President Trump flexed his political muscle and proved he has the power to sway Republican voters Tuesday when his last-minute attack on U.S. Rep. Mark Sanford, R-S.C., helped defeat the former governor – a frequent critic of the president – in Sanford’s primary for re-election to the House.
State Rep. Katie Arrington, who was endorsed by the president, scored a surprise victory over the scandal-scarred Sanford for the GOP nomination for his seat.
In addition to South Carolina, there were primaries in Maine, Nevada, North Dakota and Virginia Tuesday to pick candidates for the Nov. 6 general election.
Most races brought good news for President Trump and sent a clear warning to Republican critics of the president: your attacks on a president popular with Republican voters could send you into political retirement.
GOP candidates would be wise to remember that lesson. They will need the support of Trump loyalists in remaining primaries and in the November election.
In a tweet late Tuesday afternoon – just three hours before polls closed in South Carolina – President Trump wrote: “Mark Sanford has been very unhelpful to me in my campaign to MAGA. He is MIA and nothing but trouble. He is better off in Argentina. I fully endorse Katie Arrington for Congress in SC, a state I love. She is tough on crime and will continue our fight to lower taxes. VOTE Katie!”
The president’s reference to Argentina was a dig at Sanford’s secret trip to that nation while he was governor to meet a woman for an extramarital affair. Sanford falsely claimed he was hiking on the Appalachian Trail for six days while he was really in Argentina. Sanford resigned as governor in 2011 when his affair was exposed, but won election to the House two years later for a district he had previously represented for six years.
Arrington campaigned as a loyal supporter of President Trump and ran TV commercials featuring criticisms Sanford had made against the president. Her campaign used President Trump’s endorsement Tuesday in a robocall to 50,000 homes to make voters aware he was supporting her.
“We are the party of Donald J. Trump,” Arrington said in her victory statement. During the campaign she said at one point that Sanford should not be returned to Washington because he was “bashing our captain, President Trump.”
Also in South Carolina, incumbent GOP Gov. Henry McMaster, one of the first statewide elected officials anywhere in America to have endorsed Donald Trump during the 2016 presidential primaries, finished atop a competitive field in a five-way race.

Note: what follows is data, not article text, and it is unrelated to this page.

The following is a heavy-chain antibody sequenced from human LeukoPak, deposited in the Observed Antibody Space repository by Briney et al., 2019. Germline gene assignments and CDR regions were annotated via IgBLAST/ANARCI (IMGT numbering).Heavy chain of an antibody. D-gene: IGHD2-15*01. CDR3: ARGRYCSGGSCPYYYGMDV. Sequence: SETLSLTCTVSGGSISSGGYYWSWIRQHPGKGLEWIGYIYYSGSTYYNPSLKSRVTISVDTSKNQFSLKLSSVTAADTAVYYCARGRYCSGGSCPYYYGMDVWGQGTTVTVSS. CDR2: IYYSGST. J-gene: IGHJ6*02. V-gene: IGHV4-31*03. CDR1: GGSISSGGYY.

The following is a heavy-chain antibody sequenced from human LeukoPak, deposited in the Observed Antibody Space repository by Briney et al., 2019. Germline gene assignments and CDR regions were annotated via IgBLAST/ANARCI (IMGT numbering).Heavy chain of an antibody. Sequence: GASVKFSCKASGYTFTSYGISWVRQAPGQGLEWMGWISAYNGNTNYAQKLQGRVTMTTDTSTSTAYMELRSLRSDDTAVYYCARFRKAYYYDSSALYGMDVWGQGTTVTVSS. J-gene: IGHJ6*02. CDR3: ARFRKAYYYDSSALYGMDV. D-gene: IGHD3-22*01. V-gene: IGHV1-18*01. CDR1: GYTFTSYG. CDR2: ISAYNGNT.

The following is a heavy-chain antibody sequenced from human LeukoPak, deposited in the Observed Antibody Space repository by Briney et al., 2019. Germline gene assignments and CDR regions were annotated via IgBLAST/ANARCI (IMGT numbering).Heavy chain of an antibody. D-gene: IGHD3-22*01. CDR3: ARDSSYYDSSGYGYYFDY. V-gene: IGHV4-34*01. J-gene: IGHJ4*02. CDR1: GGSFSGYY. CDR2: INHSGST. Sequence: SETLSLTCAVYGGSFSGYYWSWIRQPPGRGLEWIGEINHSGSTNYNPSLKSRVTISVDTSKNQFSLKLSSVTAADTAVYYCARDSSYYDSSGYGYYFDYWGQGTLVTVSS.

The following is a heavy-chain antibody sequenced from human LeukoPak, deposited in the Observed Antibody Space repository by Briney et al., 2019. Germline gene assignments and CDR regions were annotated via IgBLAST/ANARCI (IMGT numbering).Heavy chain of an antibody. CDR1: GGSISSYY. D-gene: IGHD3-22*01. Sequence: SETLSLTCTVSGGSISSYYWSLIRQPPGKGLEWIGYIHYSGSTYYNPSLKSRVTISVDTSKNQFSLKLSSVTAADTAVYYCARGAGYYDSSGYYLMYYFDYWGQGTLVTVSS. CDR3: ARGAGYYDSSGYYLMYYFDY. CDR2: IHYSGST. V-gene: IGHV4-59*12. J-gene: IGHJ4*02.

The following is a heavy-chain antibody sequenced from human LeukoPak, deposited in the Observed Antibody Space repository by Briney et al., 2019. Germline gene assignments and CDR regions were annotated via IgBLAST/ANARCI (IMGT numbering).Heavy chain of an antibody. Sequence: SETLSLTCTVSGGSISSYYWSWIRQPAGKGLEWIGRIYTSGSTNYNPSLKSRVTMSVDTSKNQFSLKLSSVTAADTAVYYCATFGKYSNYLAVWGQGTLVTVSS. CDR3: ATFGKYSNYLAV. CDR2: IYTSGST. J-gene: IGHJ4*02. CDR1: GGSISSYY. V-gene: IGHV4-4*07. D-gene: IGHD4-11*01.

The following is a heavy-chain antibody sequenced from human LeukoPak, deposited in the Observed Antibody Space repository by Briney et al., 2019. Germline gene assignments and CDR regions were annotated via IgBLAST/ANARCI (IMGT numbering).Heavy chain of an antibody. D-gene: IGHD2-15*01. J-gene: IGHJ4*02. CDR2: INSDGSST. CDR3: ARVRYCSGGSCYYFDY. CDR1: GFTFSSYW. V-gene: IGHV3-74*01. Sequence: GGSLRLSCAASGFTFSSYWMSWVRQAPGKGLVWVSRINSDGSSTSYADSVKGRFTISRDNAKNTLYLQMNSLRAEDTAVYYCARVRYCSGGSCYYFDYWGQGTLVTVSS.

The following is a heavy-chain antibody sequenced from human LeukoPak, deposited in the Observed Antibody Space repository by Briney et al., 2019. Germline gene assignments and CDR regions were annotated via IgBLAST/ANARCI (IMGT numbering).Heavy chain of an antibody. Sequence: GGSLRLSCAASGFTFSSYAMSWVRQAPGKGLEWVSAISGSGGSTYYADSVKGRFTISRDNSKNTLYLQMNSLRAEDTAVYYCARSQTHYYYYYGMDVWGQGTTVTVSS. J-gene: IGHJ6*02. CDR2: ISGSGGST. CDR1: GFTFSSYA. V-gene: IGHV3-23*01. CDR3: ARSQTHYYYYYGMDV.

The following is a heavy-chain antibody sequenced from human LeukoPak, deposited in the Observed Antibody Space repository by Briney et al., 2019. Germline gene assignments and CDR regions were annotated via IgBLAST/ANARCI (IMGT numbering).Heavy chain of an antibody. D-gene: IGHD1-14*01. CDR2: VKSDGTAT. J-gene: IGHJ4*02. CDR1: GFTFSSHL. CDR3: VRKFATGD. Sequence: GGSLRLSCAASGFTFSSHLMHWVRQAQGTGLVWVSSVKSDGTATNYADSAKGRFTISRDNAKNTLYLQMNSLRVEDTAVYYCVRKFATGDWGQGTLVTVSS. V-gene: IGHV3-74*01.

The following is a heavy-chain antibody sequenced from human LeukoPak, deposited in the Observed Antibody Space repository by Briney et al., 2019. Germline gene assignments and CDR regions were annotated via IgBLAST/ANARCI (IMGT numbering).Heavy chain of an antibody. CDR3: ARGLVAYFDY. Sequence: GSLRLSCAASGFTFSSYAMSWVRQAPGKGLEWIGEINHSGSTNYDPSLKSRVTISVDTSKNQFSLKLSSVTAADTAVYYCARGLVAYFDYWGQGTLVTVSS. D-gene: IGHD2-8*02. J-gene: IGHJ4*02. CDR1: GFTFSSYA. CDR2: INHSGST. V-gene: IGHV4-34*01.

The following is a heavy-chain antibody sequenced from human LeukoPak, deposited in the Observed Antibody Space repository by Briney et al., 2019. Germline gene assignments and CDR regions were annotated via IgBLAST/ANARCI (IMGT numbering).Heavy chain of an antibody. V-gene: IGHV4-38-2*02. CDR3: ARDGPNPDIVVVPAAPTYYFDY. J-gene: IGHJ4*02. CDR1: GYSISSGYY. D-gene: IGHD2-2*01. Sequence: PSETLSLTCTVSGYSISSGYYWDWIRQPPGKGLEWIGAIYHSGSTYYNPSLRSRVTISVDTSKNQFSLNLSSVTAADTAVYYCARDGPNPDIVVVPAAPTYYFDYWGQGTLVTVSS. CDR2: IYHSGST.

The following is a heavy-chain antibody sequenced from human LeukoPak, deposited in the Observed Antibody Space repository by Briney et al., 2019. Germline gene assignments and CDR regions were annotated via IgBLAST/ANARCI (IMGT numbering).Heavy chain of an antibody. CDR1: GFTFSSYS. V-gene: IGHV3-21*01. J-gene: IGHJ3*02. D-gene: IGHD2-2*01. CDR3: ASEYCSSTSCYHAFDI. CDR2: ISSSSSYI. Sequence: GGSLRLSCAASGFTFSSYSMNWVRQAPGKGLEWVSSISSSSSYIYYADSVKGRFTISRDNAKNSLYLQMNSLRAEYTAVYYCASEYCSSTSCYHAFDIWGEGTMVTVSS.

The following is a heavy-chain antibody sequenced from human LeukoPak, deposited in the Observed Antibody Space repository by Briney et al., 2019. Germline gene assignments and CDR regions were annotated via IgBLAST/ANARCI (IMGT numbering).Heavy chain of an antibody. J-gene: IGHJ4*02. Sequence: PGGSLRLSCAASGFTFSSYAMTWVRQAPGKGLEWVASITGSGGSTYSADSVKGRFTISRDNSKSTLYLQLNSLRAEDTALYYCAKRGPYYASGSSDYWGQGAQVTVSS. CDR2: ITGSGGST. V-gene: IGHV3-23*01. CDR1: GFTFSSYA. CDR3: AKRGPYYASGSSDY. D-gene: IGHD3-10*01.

But because McMaster received less than a majority of the vote he will face John Warren in a GOP runoff later this month. In November, the runoff winner will face Democrat James Smith, a state legislator and Afghanistan veteran, who easily won a three-way primary.
In the Republican primary for the U.S. Senate nomination in Virginia, Prince William County Board of Supervisors Chairman Corey Stewart – who made an obvious point of adopting both President Trump’s agenda and campaign style and strongly embraced the president – eked out a narrow win against St. Rep. Nick Freitas, while Bishop E. W. Jackson finished a distant third.
In November Stewart will face Sen. Tim Kaine, who was unopposed in his own party in his re-election bid. Kaine was Hillary Clinton’s vice presidential running mate in 2016.
The one place where Trump support may have actually worked against a candidate on the Republican side was in Virginia’s 10th Congressional District, which runs from an affluent area just outside Washington into the exurbs and rural areas at the state’s tip.
In that race, incumbent Republican U.S. Rep. Barbara Comstock was able to easily beat back challenger Shak Hill, a former U.S. Air Force officer whose attacks on his opponent centered on her lack of support for President Trump and the Trump agenda.
Comstock is, however, a better fit for the swing district than Hill and her renomination makes it much more difficult for the Democrats – who picked state Sen. Jennifer Wexton as their candidate for the seat – to win in November.
The fight for control of the U.S. House of Representatives is a matter of numbers. The Democrats need to flip 23 GOP-held seats in order to retake the majority and carry out their agenda, much of which has to do with stopping President Trump, reversing what he’s done thus far, and trying to impeach him.